Given that $x+y=6$. Is there any way to find the maximum value of $x^2y$ without using calculus or graphical method?


Does not exist! Try $y\rightarrow+\infty$.

For non-negative variables we can use AM-GM: $$x^2y=\frac{1}{2}x\cdot x\cdot2y\leq\frac{1}{2}\left(\frac{x+x+2y}{3}\right)^3=32.$$ The equality occurs for $x=4$ and $y=2$, which says that $32$ is a maximal value.

  • $\begingroup$ Can I know what your meaning of does not exist? $\endgroup$ – Mathxx Aug 11 '17 at 9:12
  • 2
    $\begingroup$ @Mathxx It means $x^2y\rightarrow+\infty$ for $y\rightarrow+\infty$. $\endgroup$ – Michael Rozenberg Aug 11 '17 at 9:16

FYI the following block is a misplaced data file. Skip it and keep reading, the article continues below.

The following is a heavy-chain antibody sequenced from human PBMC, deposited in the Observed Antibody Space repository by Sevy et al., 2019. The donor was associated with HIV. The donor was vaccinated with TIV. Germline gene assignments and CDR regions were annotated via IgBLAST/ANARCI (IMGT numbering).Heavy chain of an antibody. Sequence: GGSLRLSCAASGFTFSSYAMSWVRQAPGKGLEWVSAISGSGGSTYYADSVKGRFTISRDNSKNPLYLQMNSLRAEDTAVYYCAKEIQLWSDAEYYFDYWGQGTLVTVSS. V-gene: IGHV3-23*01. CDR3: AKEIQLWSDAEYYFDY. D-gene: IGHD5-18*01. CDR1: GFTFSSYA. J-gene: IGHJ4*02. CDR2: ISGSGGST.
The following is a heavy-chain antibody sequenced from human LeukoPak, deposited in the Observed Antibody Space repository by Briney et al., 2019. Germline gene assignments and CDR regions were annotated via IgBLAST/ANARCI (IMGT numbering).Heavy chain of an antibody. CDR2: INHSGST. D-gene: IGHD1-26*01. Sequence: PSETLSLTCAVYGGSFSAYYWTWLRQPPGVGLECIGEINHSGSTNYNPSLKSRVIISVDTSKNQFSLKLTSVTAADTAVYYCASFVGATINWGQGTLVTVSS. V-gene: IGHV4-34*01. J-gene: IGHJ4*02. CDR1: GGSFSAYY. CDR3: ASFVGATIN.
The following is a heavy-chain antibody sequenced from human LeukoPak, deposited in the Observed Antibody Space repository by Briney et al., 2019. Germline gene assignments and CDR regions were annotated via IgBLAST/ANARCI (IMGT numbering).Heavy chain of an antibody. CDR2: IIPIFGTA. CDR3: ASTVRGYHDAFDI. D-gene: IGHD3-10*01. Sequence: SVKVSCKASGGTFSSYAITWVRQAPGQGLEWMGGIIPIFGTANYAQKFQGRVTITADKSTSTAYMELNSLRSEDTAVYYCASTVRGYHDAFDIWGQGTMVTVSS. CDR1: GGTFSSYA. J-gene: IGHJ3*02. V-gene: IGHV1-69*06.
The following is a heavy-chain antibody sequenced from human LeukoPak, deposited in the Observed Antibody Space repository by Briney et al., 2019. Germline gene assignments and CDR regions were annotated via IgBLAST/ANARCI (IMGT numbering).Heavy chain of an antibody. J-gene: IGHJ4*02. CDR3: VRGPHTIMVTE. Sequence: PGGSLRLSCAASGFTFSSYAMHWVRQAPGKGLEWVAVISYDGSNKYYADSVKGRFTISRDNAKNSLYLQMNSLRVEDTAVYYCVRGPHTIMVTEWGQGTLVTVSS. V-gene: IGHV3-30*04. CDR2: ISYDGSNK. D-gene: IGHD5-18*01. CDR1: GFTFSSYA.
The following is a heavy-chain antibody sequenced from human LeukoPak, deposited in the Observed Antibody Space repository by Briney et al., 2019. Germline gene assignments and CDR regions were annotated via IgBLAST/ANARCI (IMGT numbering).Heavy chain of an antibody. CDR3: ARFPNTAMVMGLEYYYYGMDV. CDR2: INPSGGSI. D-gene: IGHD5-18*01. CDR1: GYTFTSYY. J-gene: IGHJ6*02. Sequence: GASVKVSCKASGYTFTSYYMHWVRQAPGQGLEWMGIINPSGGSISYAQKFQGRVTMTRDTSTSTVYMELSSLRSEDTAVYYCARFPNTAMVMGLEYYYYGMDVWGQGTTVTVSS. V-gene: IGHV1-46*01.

• $\begingroup$ He means that you need to add that $x$ and $y$ are non negative to your hypothesis. $\endgroup$ – Joaquin San Aug 11 '17 at 9:35
  • $\begingroup$ @MichaelRozenberg How do you know the equality happens at that value? $\endgroup$ – Mathxx Aug 11 '17 at 11:43
  • $\begingroup$ @Mathxx Substitute $x=4$ and $y=2$: $x+y=6$ and $x^2y=4^2\cdot2=32$. $\endgroup$ – Michael Rozenberg Aug 11 '17 at 11:47

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